November 5th is Election Day in the United States, with voters heading to the polls for gubernatorial elections in Kentucky and Mississippi, legislative elections in Mississippi, New Jersey, and Virginia, and numerous local races. If recent elections are any indication, Americans should be wary of information about voting that they see online, since there might be actors trying to inappropriately influence the electoral process.
The investigations team at Quartz is dedicated to tracking any attempts at online disinformation by domestic or foreign groups, which could be using smaller elections as “dry runs” for the big one: the US presidential election in 2020. We’re asking readers to send us voting-related Facebook posts, Instagrams, Tweets, YouTube videos, TikTok clips, Reddit threads, memes, and online ads of any sort that look sketchy—especially any attempts that discourage people from going to the polls, or efforts to claim that voting is done in any other way than outlined by state boards of elections.
Here are some pointers for how to identify them, largely based on examples from past election-meddling campaigns.
- Does the content falsely tell voters to vote by text or tweet? There are no places in the US where you can vote by text or tweet.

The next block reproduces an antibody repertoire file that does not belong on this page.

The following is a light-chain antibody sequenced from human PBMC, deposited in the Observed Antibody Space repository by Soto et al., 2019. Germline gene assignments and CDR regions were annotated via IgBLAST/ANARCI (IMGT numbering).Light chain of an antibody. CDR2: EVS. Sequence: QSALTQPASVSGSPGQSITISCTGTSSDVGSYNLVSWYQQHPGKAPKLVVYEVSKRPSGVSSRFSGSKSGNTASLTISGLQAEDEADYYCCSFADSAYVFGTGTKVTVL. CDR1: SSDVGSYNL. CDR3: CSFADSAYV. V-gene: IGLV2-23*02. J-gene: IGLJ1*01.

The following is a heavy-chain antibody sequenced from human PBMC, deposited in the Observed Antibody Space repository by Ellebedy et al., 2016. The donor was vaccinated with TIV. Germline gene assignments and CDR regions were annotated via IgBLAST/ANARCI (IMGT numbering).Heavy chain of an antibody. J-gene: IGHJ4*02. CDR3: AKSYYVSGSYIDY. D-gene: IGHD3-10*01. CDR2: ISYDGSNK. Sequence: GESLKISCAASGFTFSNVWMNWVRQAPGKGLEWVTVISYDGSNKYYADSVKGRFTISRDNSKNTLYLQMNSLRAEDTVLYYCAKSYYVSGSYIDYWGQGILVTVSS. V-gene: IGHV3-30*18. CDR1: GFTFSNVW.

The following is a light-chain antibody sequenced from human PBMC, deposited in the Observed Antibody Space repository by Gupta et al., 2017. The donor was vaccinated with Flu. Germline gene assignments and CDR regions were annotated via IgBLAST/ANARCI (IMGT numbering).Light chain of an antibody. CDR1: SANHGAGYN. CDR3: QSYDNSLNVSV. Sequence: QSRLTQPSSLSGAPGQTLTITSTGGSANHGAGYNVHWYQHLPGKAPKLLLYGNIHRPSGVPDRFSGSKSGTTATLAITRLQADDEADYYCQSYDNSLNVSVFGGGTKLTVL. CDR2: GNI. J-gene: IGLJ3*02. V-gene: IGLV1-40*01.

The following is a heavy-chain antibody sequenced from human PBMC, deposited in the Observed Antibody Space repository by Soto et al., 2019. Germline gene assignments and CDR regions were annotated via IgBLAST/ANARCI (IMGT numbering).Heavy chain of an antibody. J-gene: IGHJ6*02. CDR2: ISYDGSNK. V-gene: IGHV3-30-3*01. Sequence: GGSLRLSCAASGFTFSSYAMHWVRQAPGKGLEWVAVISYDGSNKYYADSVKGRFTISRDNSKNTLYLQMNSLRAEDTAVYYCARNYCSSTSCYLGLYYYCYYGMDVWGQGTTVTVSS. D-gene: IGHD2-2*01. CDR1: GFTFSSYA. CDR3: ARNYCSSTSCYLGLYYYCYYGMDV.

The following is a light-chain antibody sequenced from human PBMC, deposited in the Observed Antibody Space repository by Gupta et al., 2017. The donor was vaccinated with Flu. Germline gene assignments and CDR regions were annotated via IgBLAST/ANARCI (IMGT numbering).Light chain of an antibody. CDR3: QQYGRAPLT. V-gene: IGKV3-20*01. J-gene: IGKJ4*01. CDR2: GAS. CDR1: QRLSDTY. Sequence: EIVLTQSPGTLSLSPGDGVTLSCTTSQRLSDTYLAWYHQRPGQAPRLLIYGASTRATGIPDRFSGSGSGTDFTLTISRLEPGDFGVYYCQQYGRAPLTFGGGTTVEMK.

- Does the content question the voting technology? The tweet here is false.
- Does the ad or post encourage voters to stay home on Election Day?
- Does the content reference violence at the polls?
Per Wired, one post shared in a Facebook group during the 2018 midterm elections falsely declared: “Black Panthers, a radicalized-racist militant group, are armed with assult [sic] weapons roaming the streets and neighborhoods as well as the voting polls in Georgia to intimidate and ‘persuade’ Voters to vote for the far-left democrat candidate, Stacey Abrams for Governor.” (The post has since been deleted.)
- Does the content give the wrong date for Election Day?
It’s Nov. 5. During previous elections Twitter removed tweets with the wrong date.
- Does the content discourage voting by people in a specific group?
- Does the content come from the website of a local outlet that did not exist before?
The Lansing State Journal reported that this fall, a private company launched dozens of new online publications in Michigan which at first glance look like the pages of local newspapers, but actually have a conservative bent, blurring the line between advocacy and journalism.
If you see posts or ads like this, please send them to us
Take a screenshot and send it using any of the methods below. We’ll investigate, and if we use your tip, we’ll give you credit (with your permission).